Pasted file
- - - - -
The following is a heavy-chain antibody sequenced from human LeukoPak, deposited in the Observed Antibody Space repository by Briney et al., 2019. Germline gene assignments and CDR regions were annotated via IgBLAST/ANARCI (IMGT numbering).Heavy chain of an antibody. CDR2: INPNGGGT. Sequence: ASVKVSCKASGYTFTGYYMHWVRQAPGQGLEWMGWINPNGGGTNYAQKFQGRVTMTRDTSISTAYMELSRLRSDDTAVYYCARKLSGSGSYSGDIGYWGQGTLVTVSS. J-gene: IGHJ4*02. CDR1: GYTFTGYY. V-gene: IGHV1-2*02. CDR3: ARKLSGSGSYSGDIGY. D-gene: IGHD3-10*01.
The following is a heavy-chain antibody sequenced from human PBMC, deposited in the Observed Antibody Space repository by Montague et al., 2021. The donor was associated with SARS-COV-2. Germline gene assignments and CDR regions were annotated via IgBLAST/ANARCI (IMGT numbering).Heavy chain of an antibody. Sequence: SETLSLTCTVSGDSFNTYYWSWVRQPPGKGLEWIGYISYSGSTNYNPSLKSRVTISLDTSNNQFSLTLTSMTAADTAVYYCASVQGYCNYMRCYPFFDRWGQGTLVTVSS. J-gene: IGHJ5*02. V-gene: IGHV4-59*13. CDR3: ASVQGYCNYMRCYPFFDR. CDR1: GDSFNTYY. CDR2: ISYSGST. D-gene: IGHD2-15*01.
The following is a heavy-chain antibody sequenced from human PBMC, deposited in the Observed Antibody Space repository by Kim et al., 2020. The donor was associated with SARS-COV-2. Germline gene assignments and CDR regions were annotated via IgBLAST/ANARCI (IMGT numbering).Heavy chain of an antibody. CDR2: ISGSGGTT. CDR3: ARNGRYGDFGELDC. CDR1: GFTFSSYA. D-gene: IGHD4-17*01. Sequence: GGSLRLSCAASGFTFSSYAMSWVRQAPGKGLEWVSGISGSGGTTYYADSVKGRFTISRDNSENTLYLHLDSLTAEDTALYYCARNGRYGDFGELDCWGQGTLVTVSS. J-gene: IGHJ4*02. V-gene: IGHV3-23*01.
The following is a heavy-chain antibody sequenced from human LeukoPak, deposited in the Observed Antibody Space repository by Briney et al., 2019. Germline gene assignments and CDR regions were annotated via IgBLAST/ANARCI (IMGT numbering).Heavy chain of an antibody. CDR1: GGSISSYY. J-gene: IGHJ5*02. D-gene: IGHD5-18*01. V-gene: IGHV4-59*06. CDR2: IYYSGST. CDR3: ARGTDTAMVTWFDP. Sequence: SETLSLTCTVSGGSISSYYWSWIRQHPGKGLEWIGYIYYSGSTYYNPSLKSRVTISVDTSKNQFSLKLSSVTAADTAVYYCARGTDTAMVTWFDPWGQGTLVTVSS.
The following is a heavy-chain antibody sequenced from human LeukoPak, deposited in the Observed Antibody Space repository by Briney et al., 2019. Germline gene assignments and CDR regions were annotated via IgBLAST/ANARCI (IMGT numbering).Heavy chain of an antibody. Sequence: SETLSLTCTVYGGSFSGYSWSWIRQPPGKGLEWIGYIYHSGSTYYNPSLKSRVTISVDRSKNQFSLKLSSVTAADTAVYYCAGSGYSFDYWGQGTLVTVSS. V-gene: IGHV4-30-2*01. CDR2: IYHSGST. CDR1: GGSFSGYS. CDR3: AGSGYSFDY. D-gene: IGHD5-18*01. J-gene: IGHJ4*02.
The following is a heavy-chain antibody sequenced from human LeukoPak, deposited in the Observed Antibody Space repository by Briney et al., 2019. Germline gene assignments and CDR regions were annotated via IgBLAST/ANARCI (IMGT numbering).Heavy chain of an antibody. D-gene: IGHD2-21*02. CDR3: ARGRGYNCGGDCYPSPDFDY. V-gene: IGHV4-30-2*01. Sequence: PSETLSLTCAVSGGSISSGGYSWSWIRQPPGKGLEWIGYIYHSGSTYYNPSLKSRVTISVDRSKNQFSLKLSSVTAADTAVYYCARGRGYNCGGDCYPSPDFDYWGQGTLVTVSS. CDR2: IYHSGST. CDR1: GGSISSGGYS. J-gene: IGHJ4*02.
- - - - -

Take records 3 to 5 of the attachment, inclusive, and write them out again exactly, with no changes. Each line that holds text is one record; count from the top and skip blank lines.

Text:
The following is a heavy-chain antibody sequenced from human PBMC, deposited in the Observed Antibody Space repository by Kim et al., 2020. The donor was associated with SARS-COV-2. Germline gene assignments and CDR regions were annotated via IgBLAST/ANARCI (IMGT numbering).Heavy chain of an antibody. CDR2: ISGSGGTT. CDR3: ARNGRYGDFGELDC. CDR1: GFTFSSYA. D-gene: IGHD4-17*01. Sequence: GGSLRLSCAASGFTFSSYAMSWVRQAPGKGLEWVSGISGSGGTTYYADSVKGRFTISRDNSENTLYLHLDSLTAEDTALYYCARNGRYGDFGELDCWGQGTLVTVSS. J-gene: IGHJ4*02. V-gene: IGHV3-23*01.
The following is a heavy-chain antibody sequenced from human LeukoPak, deposited in the Observed Antibody Space repository by Briney et al., 2019. Germline gene assignments and CDR regions were annotated via IgBLAST/ANARCI (IMGT numbering).Heavy chain of an antibody. CDR1: GGSISSYY. J-gene: IGHJ5*02. D-gene: IGHD5-18*01. V-gene: IGHV4-59*06. CDR2: IYYSGST. CDR3: ARGTDTAMVTWFDP. Sequence: SETLSLTCTVSGGSISSYYWSWIRQHPGKGLEWIGYIYYSGSTYYNPSLKSRVTISVDTSKNQFSLKLSSVTAADTAVYYCARGTDTAMVTWFDPWGQGTLVTVSS.
The following is a heavy-chain antibody sequenced from human LeukoPak, deposited in the Observed Antibody Space repository by Briney et al., 2019. Germline gene assignments and CDR regions were annotated via IgBLAST/ANARCI (IMGT numbering).Heavy chain of an antibody. Sequence: SETLSLTCTVYGGSFSGYSWSWIRQPPGKGLEWIGYIYHSGSTYYNPSLKSRVTISVDRSKNQFSLKLSSVTAADTAVYYCAGSGYSFDYWGQGTLVTVSS. V-gene: IGHV4-30-2*01. CDR2: IYHSGST. CDR1: GGSFSGYS. CDR3: AGSGYSFDY. D-gene: IGHD5-18*01. J-gene: IGHJ4*02.